The Best Ways to Avoid Wintertime Illnesses

It’s no secret that people seem to get sick more frequently during the winter months. The flu, of course, is one ailment everyone actively tries to avoid, but there are many other viruses and bacterial infections that run rampant when it’s cold outside as well. As you continue reading this guide, you will discover some key ways to prevent winter illnesses other than the flu in your household.

What ailments should I manage or get treated at an urgent care center?

To avoid getting sick, you must first know which illnesses are most prevalent when it’s cold outside. The common cold, Respiratory syncytial  virus (RSV), strep throat, and rotavirus all show up most often in the wintertime. Each of these illnesses has different symptoms, but it is especially important to be aware of RSV signs in small children, as this can be deadly for them if not treated quickly. Typically, they will suffer from extreme respiratory distress, including coughing and shortness of breath.

Does cold weather by itself get people sick?

There are plenty of old wives’ tales about what makes you sick during the winter. One thing many people still believe today is that getting cold and wet will ultimately lead to illness. While having damp, snow-covered clothes certainly isn’t the most comfortable feeling in the world, there is no scientific evidence that it will make you get sick. You still have to be exposed to the virus or bacteria and have it in your system to develop an illness.

What are the direct factors that get my family sick?

As we’ve already stated, exposure to a virus or bacteria is what causes people to get sick. One reason people tend to become ill more frequently in the wintertime is that they tend to spend more time indoors, breathing the same air all day long. Spending significant time indoors is why your entire family seems to get sick as soon as one person comes down with a bug; you are all exposed to the pathogen via the air in your house.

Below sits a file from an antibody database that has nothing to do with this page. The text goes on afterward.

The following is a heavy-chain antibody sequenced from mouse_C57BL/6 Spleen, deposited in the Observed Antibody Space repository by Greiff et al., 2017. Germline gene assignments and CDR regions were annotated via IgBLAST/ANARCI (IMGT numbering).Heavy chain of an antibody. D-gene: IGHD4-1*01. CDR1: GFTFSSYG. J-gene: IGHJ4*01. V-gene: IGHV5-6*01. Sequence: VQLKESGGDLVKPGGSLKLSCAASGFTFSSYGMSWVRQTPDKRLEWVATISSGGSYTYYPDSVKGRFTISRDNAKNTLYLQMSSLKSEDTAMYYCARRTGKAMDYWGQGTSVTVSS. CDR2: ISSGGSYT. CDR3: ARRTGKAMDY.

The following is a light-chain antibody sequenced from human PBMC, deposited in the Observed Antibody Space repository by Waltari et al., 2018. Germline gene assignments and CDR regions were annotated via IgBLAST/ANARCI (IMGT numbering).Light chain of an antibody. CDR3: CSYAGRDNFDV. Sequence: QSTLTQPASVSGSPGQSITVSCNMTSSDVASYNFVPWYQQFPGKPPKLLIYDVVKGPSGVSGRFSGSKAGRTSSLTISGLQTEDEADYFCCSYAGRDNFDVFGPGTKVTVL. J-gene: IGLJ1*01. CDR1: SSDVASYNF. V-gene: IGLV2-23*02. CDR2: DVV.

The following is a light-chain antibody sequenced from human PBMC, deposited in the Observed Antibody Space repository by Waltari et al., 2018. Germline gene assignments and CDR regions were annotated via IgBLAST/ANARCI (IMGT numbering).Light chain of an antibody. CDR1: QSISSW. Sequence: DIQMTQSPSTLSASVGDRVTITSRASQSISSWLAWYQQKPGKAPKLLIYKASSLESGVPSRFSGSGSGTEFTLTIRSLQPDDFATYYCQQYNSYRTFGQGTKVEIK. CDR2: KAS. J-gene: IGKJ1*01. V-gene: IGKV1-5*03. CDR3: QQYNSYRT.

Furthermore, people’s immune systems are generally less hardy when it is freezing outside. There are several potential reasons for this, one of which is that individuals tend to ingest fewer tropical-tasting citrus fruits, such as oranges and mangoes, when it’s snowy and icy outside. These foods contain lots of Vitamin C, which is great for immune health. Making an effort to add citrus to your winter diet is an excellent way to boost your immunity.

Hopefully, this information has helped you better understand winter ailments and how to avoid them in your home. If someone does get sick, remember hand washing is the key! Additionally, keep the afflicted person away from food and beverages that other family members will be eating. These healthy habits will cut down on the risk of the virus or bacteria spreading.